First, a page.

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Ageing and rejuvenation in glassy amorphous polymers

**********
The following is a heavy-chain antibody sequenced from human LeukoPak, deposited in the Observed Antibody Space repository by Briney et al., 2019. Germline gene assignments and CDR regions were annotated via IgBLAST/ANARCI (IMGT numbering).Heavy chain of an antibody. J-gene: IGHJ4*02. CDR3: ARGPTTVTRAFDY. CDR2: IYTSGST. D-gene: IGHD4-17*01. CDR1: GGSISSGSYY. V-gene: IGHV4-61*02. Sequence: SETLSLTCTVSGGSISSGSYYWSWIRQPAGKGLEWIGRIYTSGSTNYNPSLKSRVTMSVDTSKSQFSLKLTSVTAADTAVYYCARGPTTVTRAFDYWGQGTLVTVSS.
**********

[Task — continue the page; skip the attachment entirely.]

Physical ageing of amorphous polymers well below their glass transition temperature leads to changes in almost all physical properties. Of particular interest is the increase in yield stress and post-yield strain softening that accompanies ageing of these materials. Moreover, at larger strain polymers seem to rejuvenate, i.e. aged and non-aged samples have identical stress–strain responses. Also, plastically deforming an aged sample seems to rejuvenate the polymer. In this work we use molecular dynamic simulations with a detailed force field suitable for macromolecular ensembles to simulate and understand the effects of ageing on the mechanical response of these materials. We show that within the timescales of these simulations it is possible to simulate both ageing and rejuvenation. The short range potentials play an important role in ageing and rejuvenation. A typical yield drop exhibited by glassy polymers is a manifestation of a sudden relaxation in the short range structure of an aged polymer. Moreover, the aged polymers are known to be brittle. We show that this is intimately related to its typical stress–strain response which allows it to carry arbitrarily large mean stresses ahead of a notch.